|The morning after the MRI, Scott and Shelly met the
neurosurgeon, someone with a stellar reputation among everyone we spoke
with. We've since concluded that all neurosurgeons have the deserved
reputation for being "the best" by virtue of being a
brain surgeon at all. The true difference about which neurosurgeon is best
for YOU may lie in which "latest
and greatest toys" or surgical equipment they are able to use (such
as 3D imaging and "the Wand") as well as their personal
attitudes and experience with brain tumor "resection success."
Of course, in emergency situations, you may not get to choose your surgeon.
Scott's surgery was 10 days later, on November 14, 1998. To our dismay, the neurosurgeon was only able to drain the cyst and biopsy the tumor. It appeared so similar to surrounding brain tissue that he said it was too risky to try removing it, possibly cutting out too much healthy brain tissue in the process. We now know that many facilities have equipment (we recommend that you ask if they do) such as "interoperative MRI" and "stealth guided imagery" where they can see the tumor on MRI during the surgery and use other techniques to enable them to remove as much tumor as possible.
|The pathology report diagnosed the tumor as a gemistocytic
astrocytoma, grade 2 (of 4 possible "grades"). Astrocytomas are
tumors of the "astrocytes," or support cells of the brain, as
opposed to the "thinking" cells. Astrocytomas are also the most
common type of primary brain tumor. A glioblastoma multiforme (GBM) is the
name of the grade 4 astrocytic tumor. The doctors had thought by the size
of Scott's tumor on the original MRI that it was a grade 4 GBM and were
surprised by the pathology that it was a lower grade. We later found out
that different institutions use different grading systems and Scott's
original pathology slides were called grade 3 at MD Anderson.
The prognosis (or shall we say, opinion based on statistics): "More than 2 years, probably 5, maybe 10. This kind of brain tumor is not curable but it can be kept in check, with radiation and chemotherapy, for years at a time. Because it's a grade 2 tumor, it is slow growing - although it could quickly degrade to a much more aggressive, faster growing tumor."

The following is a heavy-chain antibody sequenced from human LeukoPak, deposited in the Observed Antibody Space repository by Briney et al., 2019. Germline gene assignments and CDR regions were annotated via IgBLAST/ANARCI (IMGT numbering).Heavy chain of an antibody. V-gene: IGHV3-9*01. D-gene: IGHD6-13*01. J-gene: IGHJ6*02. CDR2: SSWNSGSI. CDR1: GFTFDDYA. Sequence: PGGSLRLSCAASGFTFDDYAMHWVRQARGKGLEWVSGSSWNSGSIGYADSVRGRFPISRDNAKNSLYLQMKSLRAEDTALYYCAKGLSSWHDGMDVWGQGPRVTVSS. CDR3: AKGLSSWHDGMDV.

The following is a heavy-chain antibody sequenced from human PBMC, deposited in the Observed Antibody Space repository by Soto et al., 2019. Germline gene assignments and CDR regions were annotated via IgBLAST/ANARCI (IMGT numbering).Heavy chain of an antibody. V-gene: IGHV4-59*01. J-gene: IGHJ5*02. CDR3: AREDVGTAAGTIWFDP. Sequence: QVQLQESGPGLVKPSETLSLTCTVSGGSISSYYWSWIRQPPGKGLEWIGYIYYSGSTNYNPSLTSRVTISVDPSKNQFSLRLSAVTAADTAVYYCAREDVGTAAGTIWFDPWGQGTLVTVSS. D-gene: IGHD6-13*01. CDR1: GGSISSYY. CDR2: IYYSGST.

|By the end of February 1999, Scott had completed 6 weeks of
radiation to his head. Scott's radiation dose was 54 grey (5400 rads),
which was administered in a 1 minute dose every day, Monday through Friday,
for 6 weeks. The last day consisted of a "boost" of radiation in a smaller
area at a higher dose. (Remember, this was in 1998-99 ago and a more standard, beneficial treatment now is to combine
radiation with chemotherapy.)
During radiation, Scott also sought help from a neuropsychologist, neurologist, physical therapist, Healing Touch practitioner, and nutritionist. (Contact us if you want to know more about any of these specialties!.
But four weeks after radiation, a follow-up MRI showed that the tumor had doubled in size! How could a slow-growing tumor double in size during a therapy that was supposed to shrink it? Sometimes radiation can actually cause tumor growth. Scott's tumor was now classified as "significantly recurred."
|During the radiation treatments, Scott luckily found
out about the newly formed Brain Tumor Team within the
Neurological Institute (CNI) at Swedish Medical Center in Denver. It was a
fellow brain tumor patient, Allie, whom Scott met at the radiation